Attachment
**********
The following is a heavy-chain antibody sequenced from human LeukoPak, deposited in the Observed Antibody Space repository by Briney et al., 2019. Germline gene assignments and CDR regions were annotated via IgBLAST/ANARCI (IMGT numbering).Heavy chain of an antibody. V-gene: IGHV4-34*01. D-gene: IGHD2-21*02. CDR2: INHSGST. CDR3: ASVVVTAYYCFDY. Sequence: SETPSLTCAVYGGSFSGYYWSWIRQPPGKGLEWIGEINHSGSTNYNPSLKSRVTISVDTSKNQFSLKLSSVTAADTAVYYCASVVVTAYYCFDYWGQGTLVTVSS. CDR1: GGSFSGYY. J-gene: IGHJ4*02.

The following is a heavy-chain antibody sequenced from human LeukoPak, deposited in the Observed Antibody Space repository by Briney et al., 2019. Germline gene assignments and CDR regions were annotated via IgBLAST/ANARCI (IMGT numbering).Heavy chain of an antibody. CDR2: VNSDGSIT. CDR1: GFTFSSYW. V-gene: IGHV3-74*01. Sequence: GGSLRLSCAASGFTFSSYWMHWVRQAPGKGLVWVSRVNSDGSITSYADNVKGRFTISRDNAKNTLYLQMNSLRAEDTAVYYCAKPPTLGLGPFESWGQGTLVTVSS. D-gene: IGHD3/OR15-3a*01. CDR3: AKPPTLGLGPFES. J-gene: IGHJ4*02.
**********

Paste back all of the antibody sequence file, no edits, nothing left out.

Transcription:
The following is a heavy-chain antibody sequenced from human LeukoPak, deposited in the Observed Antibody Space repository by Briney et al., 2019. Germline gene assignments and CDR regions were annotated via IgBLAST/ANARCI (IMGT numbering).Heavy chain of an antibody. V-gene: IGHV4-34*01. D-gene: IGHD2-21*02. CDR2: INHSGST. CDR3: ASVVVTAYYCFDY. Sequence: SETPSLTCAVYGGSFSGYYWSWIRQPPGKGLEWIGEINHSGSTNYNPSLKSRVTISVDTSKNQFSLKLSSVTAADTAVYYCASVVVTAYYCFDYWGQGTLVTVSS. CDR1: GGSFSGYY. J-gene: IGHJ4*02.

The following is a heavy-chain antibody sequenced from human LeukoPak, deposited in the Observed Antibody Space repository by Briney et al., 2019. Germline gene assignments and CDR regions were annotated via IgBLAST/ANARCI (IMGT numbering).Heavy chain of an antibody. CDR2: VNSDGSIT. CDR1: GFTFSSYW. V-gene: IGHV3-74*01. Sequence: GGSLRLSCAASGFTFSSYWMHWVRQAPGKGLVWVSRVNSDGSITSYADNVKGRFTISRDNAKNTLYLQMNSLRAEDTAVYYCAKPPTLGLGPFESWGQGTLVTVSS. D-gene: IGHD3/OR15-3a*01. CDR3: AKPPTLGLGPFES. J-gene: IGHJ4*02.